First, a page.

UNITED24 - Make a charitable donation in support of Ukraine!


UN Office for the Coordination of Humanitarian Affairs

LIBERIA: Fighting continues in Monrovia despite ceasefire calls

MONROVIA, 7 June 2003 (IRIN) - Rebels continued fighting their way into the western suburbs of the Liberian capital, Monrovia, on Saturday despite a ceasefire announced by their representatives at stalled peace talks in Ghana.

The US embassy issued a statement condemning the onslaught and urging rebel fighters to return to the positions they occupied at Kleh junction, 38 km outside Monrovia, before the start of peace talks in Ghana on Wednesday. It also urged President Charles Taylor to step down to make way for a government of national unity.

Taylor, speaking on local radio, appealed for calm. He urged government soldiers to avoid looting and accused rebel infiltrators into the city centre of killing, maiming and raping innocent civilians.

In attempt to restore discipline to his unruly troops, the Liberian leader said: "Any of our soldiers who are caught looting or in acts of vandalism will be dealt with drastically."

Most shops in the city centre remained shut and the streets were virtually empty of civilian traffic as the crackle of small arms fire and the boom of mortars echoed from the western suburbs. Pick-ups and private vehicles packed with soldiers and militia men patrolled the city constantly.

Relief workers said fighters of the Liberian United for Reconciliation and Democracy (LURD) rebel movement advanced into the suburbs of Duala and New Kru Town during Saturday morning, but were pushed back to the St Paul's bridge that separates Monrovia proper from suburbs on the western outskirts of the city in the afternoon.

Tens of thousands of destitute inhabitants of camps for internally displaced people on the outskirts of Monrovia, continued to flood into the city centre to seek safety. Relief workers said most of the 200,000 people in eight camps for the displaced around Monrovia had fled to the city centre.

Meanwhile, foreign residents, including many of the Lebanese who control most of the commercial activity in Monrovia, prepared to leave on any available flight. Robertsfield airport to the southeast of the city remained technically open, but no flights were expected to land there on Saturday.

In the Ghanaian town of Akosombo, where peace talks between the government and rebels were due to have started this week, the LURD delegation said it had ordered its combatants on Friday to cease all hostilities immediately.

"Ceasefire orders have again been issued out to our troops. The national chairman (Sekou) Konneh has re-instructed our forces not to return fire from government troops. They are to remain calm and restrain their emotions so that peace talks can resume," LURD Spokesman Kabineh Jan'eh told IRIN.

Jan'eh, who is leading the LURD delegation to the stalled talks at Akosombo, 100 km north of the Ghanaian capital, Accra, said LURD fighters had been ordered to observe a ten-day unilateral ceasefire in support of the peace process. The escalation in fighting over the past 48 hours, he said, was started by government troops.

"Our men have no instructions to move on Monrovia. Our positions were attacked and rightly they had to defend themselves. However, even under those circumstances of unprovoked attacks, we are still instructing our troops to remain at their positions and not to return fire. We want to see how far things develop from here," Jan'eh said.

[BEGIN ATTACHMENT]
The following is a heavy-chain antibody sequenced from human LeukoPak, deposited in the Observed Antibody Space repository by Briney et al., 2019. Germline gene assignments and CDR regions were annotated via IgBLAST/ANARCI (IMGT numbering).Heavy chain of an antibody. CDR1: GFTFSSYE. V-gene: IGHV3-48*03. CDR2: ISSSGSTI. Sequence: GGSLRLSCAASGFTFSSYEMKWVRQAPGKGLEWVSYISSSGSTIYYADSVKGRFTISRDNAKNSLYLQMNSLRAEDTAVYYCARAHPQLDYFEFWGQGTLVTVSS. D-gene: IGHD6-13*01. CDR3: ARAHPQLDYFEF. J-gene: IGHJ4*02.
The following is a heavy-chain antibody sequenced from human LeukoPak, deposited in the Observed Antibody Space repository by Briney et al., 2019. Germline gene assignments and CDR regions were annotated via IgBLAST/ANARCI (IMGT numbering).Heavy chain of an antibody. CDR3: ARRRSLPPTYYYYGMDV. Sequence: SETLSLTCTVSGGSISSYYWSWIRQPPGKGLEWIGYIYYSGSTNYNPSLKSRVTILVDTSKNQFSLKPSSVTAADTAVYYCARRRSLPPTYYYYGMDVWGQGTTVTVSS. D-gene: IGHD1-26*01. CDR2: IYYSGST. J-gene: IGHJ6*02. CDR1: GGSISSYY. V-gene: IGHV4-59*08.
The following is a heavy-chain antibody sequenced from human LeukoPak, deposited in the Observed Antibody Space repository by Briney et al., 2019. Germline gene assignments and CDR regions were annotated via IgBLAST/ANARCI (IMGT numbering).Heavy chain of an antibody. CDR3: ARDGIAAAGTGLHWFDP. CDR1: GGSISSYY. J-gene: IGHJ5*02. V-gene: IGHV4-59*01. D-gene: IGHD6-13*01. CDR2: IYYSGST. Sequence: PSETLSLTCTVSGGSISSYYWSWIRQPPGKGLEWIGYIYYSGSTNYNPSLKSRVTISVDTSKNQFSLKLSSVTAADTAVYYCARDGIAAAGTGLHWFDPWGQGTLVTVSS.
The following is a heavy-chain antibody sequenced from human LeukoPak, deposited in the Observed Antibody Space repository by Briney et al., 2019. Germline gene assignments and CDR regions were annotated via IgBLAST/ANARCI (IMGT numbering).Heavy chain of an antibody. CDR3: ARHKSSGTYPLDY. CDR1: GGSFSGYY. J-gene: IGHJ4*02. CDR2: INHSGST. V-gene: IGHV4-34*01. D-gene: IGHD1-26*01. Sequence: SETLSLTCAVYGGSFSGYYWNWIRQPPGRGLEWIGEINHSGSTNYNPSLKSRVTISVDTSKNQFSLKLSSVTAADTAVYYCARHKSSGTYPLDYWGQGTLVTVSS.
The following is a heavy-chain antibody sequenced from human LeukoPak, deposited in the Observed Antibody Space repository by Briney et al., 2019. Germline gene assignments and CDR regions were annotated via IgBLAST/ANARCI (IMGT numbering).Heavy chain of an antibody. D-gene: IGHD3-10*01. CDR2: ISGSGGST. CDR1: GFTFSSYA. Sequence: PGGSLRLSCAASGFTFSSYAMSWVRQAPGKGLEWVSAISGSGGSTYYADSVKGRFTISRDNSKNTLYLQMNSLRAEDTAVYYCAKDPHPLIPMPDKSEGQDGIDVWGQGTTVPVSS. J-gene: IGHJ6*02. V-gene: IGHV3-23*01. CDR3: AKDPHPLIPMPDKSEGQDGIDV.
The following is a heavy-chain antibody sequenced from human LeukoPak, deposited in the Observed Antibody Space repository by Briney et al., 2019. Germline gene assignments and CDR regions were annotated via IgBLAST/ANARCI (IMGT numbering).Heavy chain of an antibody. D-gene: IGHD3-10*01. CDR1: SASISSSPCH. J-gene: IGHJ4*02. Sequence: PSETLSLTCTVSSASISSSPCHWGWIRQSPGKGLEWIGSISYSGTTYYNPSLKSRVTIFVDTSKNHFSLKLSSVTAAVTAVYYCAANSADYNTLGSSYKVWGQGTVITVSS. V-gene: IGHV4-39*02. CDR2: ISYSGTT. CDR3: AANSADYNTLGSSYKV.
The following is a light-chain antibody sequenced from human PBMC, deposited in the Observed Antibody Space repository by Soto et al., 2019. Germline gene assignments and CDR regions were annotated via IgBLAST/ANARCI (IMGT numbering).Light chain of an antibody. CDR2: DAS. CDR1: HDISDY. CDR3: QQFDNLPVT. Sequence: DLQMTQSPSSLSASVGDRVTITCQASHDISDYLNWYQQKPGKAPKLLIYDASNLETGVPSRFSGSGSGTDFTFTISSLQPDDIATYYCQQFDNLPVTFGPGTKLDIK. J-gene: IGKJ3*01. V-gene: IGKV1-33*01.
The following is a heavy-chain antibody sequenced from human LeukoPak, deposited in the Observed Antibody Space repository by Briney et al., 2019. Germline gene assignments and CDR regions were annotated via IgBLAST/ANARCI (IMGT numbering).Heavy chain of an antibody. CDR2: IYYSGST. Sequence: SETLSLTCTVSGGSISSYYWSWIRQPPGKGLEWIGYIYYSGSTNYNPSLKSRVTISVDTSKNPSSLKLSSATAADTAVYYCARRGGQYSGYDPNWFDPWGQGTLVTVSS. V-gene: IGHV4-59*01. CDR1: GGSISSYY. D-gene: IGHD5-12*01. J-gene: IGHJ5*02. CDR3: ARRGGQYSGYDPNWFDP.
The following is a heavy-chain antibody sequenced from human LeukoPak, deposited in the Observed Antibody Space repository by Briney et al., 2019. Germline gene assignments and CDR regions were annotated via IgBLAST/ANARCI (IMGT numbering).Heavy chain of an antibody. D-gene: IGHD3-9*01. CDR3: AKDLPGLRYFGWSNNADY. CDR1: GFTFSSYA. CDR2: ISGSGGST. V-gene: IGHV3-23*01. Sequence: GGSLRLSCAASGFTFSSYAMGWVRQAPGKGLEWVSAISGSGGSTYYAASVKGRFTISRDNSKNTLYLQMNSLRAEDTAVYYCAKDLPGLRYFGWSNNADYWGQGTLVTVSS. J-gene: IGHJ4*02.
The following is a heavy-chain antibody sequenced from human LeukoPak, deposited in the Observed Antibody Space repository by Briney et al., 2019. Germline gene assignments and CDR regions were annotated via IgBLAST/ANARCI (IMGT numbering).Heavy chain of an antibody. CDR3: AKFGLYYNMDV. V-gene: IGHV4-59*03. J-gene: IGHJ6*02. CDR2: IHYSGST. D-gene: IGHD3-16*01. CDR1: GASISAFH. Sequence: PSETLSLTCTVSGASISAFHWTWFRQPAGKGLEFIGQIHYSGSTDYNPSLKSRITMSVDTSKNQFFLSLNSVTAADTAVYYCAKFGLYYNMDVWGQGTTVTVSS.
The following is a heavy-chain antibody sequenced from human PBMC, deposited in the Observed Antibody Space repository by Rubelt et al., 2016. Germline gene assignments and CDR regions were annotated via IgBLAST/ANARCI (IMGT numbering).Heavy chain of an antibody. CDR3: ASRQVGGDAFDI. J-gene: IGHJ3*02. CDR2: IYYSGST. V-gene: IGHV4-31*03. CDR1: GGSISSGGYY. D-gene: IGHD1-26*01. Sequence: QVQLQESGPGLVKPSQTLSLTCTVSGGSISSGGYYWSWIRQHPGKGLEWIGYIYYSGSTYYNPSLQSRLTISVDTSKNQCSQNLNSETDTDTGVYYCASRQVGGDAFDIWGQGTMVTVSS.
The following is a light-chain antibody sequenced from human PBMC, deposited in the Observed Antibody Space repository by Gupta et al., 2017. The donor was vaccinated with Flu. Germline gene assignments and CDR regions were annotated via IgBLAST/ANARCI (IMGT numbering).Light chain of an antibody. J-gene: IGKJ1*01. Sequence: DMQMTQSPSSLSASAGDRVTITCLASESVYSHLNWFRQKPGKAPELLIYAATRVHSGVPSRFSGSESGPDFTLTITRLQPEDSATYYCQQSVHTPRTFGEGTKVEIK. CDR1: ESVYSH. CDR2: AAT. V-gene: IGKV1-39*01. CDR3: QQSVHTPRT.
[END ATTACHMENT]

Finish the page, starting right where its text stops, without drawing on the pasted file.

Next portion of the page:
Jan'eh told IRIN that LURD still stood by its decision not to hold talks with the government because "we don't believe at the moment that Taylor can implement any decision, which is arrived at here, because he is an indicted war criminal and he will be arrested any moment."

On Wednesday Taylor was indicted by Sierra Leone's Special Court that is trying those mainly responsible for atrocities committed during the country's 10-year civil war. It accused Taylor of supporting the rebel Revolutionary United Front, which was notorious for killing and maiming civilians.

West African mediators at the Akosombo peace talks have said negotiations will only resume if all warring factions initiate an immediate ceasefire and if the Movement For Democracy In Liberia (MODEL) rebel group, which controls most of southeastern Liberia, joins in next week.

Diplomats say LURD, which has been fighting Taylor's government for four years, is heavily supported by Guinea. They say MODEL, which has captured most of southeastern Liberia since it appeared on the scene three months ago, is backed by Cote d'Ivoire.

Meanwhile, parallel discussions at Akosombo between 18 Liberian political parties and several civic organisations pressing for peace, were marred by confusion over who was eligible to attend. Some political delegates were barred from entering the conference hall because they did not have the necessary accreditation documents to represent their parties.

Theme(s): (IRIN) Conflict



The material contained on this Web site comes to you via IRIN, a UN humanitarian information unit, but may not necessarily reflect the views of the United Nations or its agencies. If you re-print, copy, archive or re-post any item on this site, please retain this credit and disclaimer. Quotations or extracts should include attribution to the original sources. All graphics and Images on this site may not be re-produced without the express permission of the original owner. All materials copyright © UN Office for the Coordination of Humanitarian Affairs 2003

Join the GlobalSecurity.org mailing list